Atlanta Native John O. Boone, Massachusetts’ First Black Commissioner of Corrections Dies at Age 93

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    John Oscar Boone, Sr., a pioneer in the American Correctional System and the brother of the late civil rights pioneer Joseph E. Boone, died late Friday in Atlanta surrounded by family and friends. He was 93.

    Boone was the first African American appointed to head a major state prison system in the United States.

    He was credited for transforming the Massachusetts Prison System by pushing feverishly to ensure humane conditions for inmates and the availability of rehabilitation programs to keep the incarcerated of all races out of the system once they were released back into society.

    Funeral services are scheduled for Saturday, December 8 at 12 noon at Friendship Baptist Church, located at 437 Mitchell Street, S.W. in Atlanta.

    After graduating from Booker T. Washington High School in Atlanta, Boone joined the United States Army Air Forces of World War II. After the war, he returned to Atlanta and earned his bachelor’s degree from Atlanta’s Morehouse College in 1951 and later earned a master’s degree in social work from Atlanta University, now Clark Atlanta University.

    During his early career he served as Superintendent for the Lorton Federal Corrections Complex, Community Relations Officer of Corrections for Massachusetts, and Chief of the Classification and Parole Division for the US Federal Penitentiary in Terre Haute, Indiana. Mr. Boone was instrumental in the implementation of the Federal Rehabilitation Act of 1965 and represented the United States in Vietnam as a member of the International Prison Evaluation Team.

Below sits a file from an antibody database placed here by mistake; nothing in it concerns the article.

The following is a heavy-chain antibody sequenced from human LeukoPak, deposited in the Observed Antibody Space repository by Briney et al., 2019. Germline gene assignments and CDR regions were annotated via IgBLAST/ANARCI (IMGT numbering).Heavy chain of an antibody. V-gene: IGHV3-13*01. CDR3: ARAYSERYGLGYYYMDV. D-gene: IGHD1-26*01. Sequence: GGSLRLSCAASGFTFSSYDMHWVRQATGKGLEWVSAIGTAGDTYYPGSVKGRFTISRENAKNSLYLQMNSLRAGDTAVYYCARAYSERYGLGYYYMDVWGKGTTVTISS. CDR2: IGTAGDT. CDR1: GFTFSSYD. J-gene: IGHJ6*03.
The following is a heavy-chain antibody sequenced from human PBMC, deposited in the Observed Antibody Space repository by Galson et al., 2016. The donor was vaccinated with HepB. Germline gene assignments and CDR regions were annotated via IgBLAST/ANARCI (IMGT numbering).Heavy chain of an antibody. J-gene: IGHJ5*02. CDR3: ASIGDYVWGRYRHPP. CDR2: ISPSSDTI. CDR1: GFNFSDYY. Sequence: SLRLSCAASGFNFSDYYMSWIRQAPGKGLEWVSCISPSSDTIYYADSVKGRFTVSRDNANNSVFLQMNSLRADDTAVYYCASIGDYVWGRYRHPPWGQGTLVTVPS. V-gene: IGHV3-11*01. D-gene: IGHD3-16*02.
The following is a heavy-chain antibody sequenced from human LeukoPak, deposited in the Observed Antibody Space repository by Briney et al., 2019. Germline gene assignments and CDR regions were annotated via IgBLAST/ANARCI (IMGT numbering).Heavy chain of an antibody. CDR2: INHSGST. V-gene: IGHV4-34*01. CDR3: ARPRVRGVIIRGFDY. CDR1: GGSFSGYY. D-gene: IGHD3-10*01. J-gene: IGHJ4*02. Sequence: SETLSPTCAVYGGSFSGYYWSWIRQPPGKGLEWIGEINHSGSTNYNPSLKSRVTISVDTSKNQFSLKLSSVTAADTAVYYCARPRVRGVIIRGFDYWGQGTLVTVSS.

In the 1970s he was appointed the state of Massachusetts’ commissioner of corrections, during which helped craft national legislation aimed at providing resources for reform (LEAA), implemented a number of successful reforms, including work release programs for inmates. His leadership and guidance brought forth many innovative and progressive programs that are still in use today.

    “He was not only an inspiration to his immediate family but also to all of his extended family, including his nieces and nephews,” said niece Andrea Boone, Commissioner of Constituent Services for Office of the Mayor for the City of Atlanta. Andrea Boone is the daughter of Alethea and the late Joseph E. Boone, who passed away in July 2006. Atlanta’s Simpson Road now bears his name in his honor.

    “Uncle John and my father made sure the next generation knew of the importance of public service and fighting for the humane treatment of the least of these in society.”

    Devoted to educating others about the prison systems of this nation, Mr. Boone also served as Director for Crime and Corrections Research at the Southern Regional Council and served on the faculty of Atlanta University, Boston University, Clark University, and Northeastern University.

    Atlanta City Councilman C.T. Martin remembers Boone as a guiding force in his life and in the lives of others.

    “John was one of the most important people in my life,” Martin said. “He was responsible for 80 percent of my achievements. He was an inspiration and a mentor. He demanded that I become a certified social worker. He demanded that I become an activist in the community.”

    “He was my counselor and whenever I needed courage, I sought him out. The people of Atlanta never knew all of the great contributions that John O. Boone made to our nation and to the world.”

    “He was an unsung hero who will be truly missed,” Martin said.

    Mr. Boone’s commitment and dedication have been recognized with over 200 awards and citations, including Man of the Year and Newsmaker of the Year by the Boston Globe.

    John O. Boone, Sr. is survived by his devoted wife Alvia Alexander Boone, five children, sixteen grandchildren; his sister Lois Montgomery (Otis); sister-in-law Alethea W. Boone; and brother-in-law Cowan Brooks.

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